The Music Industry is frowning on Freemium Streaming Services just as Apple's New Service is Around the Corner
The music industry has been re-thinking the so-called "freemium" music streaming business model. The issue exploded onto the scene with the very public incident of Taylor Swift yanking her music from Spotify. In November the Rolling Stone noted that Taylor Swift had never been the most enthusiastic supporter of free music. Swift had written at an earlier time that "Music is art, and art is important and rare. Important, rare things are valuable. Valuable things should be paid for." Her position turned more extreme one week after releasing her new album 1989 when her label Big Machine Music abruptly yanked her entire catalog from Spotify. Since that time, the industry in general has begun making this a big issue going forward.
Weeks after Taylor Swift's move, the Wall Street Journal reported that "Now that fans have had a taste, record labels are feeling less generous as they head into their next round of licensing negotiations. Some plan to use their leverage to start cutting the free access. One major-label executive said he regretted ever having agreed to allow licensees to offer any on-demand listening features free. "In hindsight we made a mistake," he said.
The major labels are going to demand music's subscription services to curtail free-trial periods, sell more ads on their free services, get customers' credit card information sooner and invest more in reducing subscriber churn rates. The report also noted that even Google's YouTube, the largest de facto free music service on the Internet thanks to its millions of free music videos—is getting with the program. They plan to introduce a new service called Music Key for about $10 a month.
Last week re/code reported that "Apple executives have been telling the music industry it can help them roll back the tide of free digital music by relaunching its own subscription streaming service this year. Unlike Spotify and YouTube, Apple's service won't offer a free "tier" of music interspersed with ads — after an initial trial period, you'll need to pay to play.
Apple executives, led by media head Eddy Cue and Beats Music founder Jimmy Iovine, have been arguing that the music business 'needs to get behind a paywall,' say people who have talked to them. Apple bought Beats last year, partly to help it gain a foothold on streaming music just as iTunes sales of digital downloads had started to drop.
Now Apple is negotiating with the music labels for licenses for a revamped version of Beats. Sources say Apple would like to make a splash by getting high-profile artists to distribute their music with Apple before it makes its way to other services."
Today, the Guardian interviewed the CEO of Ministry of Sound Lohan Presencer who took aim at audio services such as Spotify, Deezer and Rdio. If Ministry of Sound's boss had his way, there would be no free option for streaming music services.
Despite having settled his company's lawsuit with Spotify over playlist copyright infringement, Presencer remains a combative opponent of free streaming services – a point he made forcefully during a recent Mobile World Congress debate with representatives from music streaming services Deezer and Rdio.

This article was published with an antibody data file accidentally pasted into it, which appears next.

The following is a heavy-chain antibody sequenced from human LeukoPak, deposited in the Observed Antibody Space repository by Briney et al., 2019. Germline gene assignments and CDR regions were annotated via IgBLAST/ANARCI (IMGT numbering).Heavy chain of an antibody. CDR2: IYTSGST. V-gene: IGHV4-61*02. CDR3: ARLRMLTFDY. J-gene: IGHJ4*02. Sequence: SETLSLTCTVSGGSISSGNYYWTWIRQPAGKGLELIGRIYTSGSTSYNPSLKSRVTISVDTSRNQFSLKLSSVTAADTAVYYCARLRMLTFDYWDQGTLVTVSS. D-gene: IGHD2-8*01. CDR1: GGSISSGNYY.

If this debate over eliminating the freemium streaming services interests you, then you'll find the video below most interesting.
In the debate, Rdio's head of business development Chris Burton noted that Rdio had spent four years as a subscription-only service finding it "very difficult" to persuade people to sign up. He said that if the music industry turns away from freemium streaming music business model it would be "extremely difficult" to keep increasing revenues." That's kind of a self-centered view of course and why Apple is banging the drum to basically wipe out those services that are not willing to sell a streaming service and drop the freemium tier which is hurting the industry and artists like Taylor Swift.
Going into the next round of negotiations between music labels and streaming services, the freemium services are going to suffer a major setback. Some may be able to survive by being forced to push a higher number of ads to be included in their service so as to annoy consumers over time to finally move up to paid services.
Yet one thing is for sure, freemium services will be eradicated over the next few years if the next-generation streaming services are able to prove that they can be rainmakers for the music industry. The music labels have finally lost their patience supporting the freemium business model.
And the timing of this debate couldn't be better for Apple who is going to be introducing their new music streaming service in June. Apple has the largest paying music service on the planet with iTunes – and being able to get a major portion of their fans to sign on and engage this new music streaming service will be good for Apple and the music industry.
During Apple's Financial Conference Call in January Apple's CEO Tim Cook noted that CarPlay would be adopted by 30 automotive brands in 2015. I think that Cook updated that number during Monday's Apple event to 40 brands if I'm not mistaken. This could be one of the major advantages that Apple will have with their new streaming service released at a time when many will be on the road looking to play their favorite music. Having the new streaming service available to fans at their fingertips on CarPlay could be a killer app for Apple.
It's also being rumored that Apple may start pricing of the new service at just $5/month which could really move the subscription needle to where it has to be to excite the music labels. With Apple's acquisition of Beats, the expectations for this new service to succeed is without a doubt really high, in fact, nose bleed high. Will Apple be able deliver a winning model in June? Only time will tell.